Effect of oxygen minimum zone formation on communities of marine protists
Orsi, William D.
Song, Young C.
Hallam, Steven J.
Edgcomb, Virginia P.
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Changes in ocean temperature and circulation patterns compounded by human activities are leading to oxygen minimum zone expansion with concomitant alteration in nutrient and climate active trace gas cycling. Here, we report the response of microbial eukaryote populations to seasonal changes in water column oxygen-deficiency using Saanich Inlet, a seasonally anoxic fjord on the coast of Vancouver Island British Columbia, as a model ecosystem. We combine small subunit ribosomal RNA gene sequencing approaches with multivariate statistical methods to reveal shifts in operational taxonomic units during successive stages of seasonal stratification and renewal. A meta-analysis is used to identify common and unique patterns of community composition between Saanich Inlet and the anoxic/sulfidic Cariaco Basin (Venezuela) and Framvaren Fjord (Norway) to show shared and unique responses of microbial eukaryotes to oxygen and sulfide in these three environments. Our analyses also reveal temporal fluctuations in rare populations of microbial eukaryotes, particularly anaerobic ciliates, that may be of significant importance to the biogeochemical cycling of methane in oxygen minimum zones.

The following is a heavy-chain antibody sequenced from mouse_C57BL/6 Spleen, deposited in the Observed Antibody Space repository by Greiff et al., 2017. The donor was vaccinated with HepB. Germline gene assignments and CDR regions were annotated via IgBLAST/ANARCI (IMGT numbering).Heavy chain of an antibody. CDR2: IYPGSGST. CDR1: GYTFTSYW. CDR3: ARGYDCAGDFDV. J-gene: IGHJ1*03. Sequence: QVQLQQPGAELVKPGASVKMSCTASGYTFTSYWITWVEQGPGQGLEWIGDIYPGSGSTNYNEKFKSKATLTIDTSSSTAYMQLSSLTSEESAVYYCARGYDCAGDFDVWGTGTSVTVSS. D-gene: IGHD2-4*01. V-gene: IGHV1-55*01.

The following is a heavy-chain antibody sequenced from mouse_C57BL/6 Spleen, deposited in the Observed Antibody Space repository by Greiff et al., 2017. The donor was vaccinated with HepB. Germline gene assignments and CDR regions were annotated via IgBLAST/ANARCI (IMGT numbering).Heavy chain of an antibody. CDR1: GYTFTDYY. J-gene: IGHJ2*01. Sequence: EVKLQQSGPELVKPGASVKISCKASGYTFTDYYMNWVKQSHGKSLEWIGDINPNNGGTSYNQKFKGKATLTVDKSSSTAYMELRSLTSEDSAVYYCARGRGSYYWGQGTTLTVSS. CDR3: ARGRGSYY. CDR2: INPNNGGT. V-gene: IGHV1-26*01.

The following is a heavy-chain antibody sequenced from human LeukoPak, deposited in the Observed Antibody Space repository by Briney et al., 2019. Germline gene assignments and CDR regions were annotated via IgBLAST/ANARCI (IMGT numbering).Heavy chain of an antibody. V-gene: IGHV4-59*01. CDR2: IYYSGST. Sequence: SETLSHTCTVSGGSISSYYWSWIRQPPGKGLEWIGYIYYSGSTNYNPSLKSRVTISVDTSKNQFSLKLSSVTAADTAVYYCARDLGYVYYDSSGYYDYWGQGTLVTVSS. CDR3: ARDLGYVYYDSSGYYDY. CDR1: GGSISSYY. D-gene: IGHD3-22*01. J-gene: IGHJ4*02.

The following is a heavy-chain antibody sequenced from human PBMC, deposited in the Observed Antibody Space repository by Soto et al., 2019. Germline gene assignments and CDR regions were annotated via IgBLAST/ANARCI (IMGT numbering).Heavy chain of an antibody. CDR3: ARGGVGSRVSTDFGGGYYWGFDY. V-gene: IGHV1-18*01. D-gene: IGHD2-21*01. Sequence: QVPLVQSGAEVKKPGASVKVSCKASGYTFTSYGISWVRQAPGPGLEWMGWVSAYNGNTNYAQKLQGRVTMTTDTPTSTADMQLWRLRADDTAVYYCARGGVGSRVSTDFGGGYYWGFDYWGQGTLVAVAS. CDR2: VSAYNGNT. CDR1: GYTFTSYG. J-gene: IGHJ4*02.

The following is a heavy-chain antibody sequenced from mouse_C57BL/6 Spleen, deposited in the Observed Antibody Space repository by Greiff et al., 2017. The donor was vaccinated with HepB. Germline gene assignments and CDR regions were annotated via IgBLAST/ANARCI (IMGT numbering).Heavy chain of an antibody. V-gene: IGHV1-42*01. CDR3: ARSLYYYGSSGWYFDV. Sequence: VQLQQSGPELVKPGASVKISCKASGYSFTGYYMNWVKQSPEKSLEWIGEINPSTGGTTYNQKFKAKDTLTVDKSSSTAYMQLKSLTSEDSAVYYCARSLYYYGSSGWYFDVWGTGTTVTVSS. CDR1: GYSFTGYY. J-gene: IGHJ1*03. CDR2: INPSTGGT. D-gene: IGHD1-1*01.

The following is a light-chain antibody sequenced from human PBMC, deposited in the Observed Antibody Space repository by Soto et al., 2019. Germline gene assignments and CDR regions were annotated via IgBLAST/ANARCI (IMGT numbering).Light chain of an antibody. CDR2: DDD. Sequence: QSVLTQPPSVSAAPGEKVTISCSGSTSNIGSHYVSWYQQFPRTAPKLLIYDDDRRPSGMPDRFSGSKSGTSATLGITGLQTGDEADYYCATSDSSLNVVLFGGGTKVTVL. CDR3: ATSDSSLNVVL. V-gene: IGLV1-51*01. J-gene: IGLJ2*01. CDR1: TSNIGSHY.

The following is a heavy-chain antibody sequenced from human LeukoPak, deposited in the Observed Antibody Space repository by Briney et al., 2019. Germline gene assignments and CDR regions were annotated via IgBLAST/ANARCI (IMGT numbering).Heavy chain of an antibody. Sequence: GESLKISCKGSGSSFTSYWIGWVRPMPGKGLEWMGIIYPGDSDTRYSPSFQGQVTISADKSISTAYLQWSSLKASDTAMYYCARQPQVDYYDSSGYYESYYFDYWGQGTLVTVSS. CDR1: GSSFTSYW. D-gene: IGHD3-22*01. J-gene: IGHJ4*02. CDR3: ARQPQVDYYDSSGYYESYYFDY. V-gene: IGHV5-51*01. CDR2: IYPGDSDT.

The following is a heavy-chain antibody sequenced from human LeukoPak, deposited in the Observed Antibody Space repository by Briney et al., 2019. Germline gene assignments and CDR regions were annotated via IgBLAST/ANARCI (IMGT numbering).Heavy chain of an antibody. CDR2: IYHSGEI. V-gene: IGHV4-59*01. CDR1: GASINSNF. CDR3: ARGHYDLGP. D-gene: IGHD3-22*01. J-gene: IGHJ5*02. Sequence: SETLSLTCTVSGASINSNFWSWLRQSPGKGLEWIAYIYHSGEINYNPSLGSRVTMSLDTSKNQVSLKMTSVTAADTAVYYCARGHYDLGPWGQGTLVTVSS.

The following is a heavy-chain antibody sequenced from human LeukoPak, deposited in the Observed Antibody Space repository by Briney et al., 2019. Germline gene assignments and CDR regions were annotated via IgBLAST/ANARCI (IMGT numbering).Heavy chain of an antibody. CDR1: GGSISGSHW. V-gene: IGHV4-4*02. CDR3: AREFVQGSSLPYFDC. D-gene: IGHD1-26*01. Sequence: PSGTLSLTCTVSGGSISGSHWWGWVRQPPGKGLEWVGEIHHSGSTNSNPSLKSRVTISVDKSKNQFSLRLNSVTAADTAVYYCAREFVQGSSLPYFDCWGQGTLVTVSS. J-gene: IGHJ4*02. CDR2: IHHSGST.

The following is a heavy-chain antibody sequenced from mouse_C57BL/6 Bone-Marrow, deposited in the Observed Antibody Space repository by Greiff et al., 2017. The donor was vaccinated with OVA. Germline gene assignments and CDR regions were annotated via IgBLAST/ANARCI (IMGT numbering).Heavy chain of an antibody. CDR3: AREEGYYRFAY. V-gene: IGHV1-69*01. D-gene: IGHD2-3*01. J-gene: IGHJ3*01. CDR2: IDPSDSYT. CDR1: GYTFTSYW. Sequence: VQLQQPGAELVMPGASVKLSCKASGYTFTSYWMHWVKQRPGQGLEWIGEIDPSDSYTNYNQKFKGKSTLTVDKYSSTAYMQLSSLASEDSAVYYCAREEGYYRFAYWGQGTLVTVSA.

Author Posting. © The Author(s), 2012. This is the author's version of the work. It is posted here by permission of Nature Publishing Group for personal use, not for redistribution. The definitive version was published in The ISME Journal 6 (2012): 1586–1601, doi:10.1038/ismej.2012.7.
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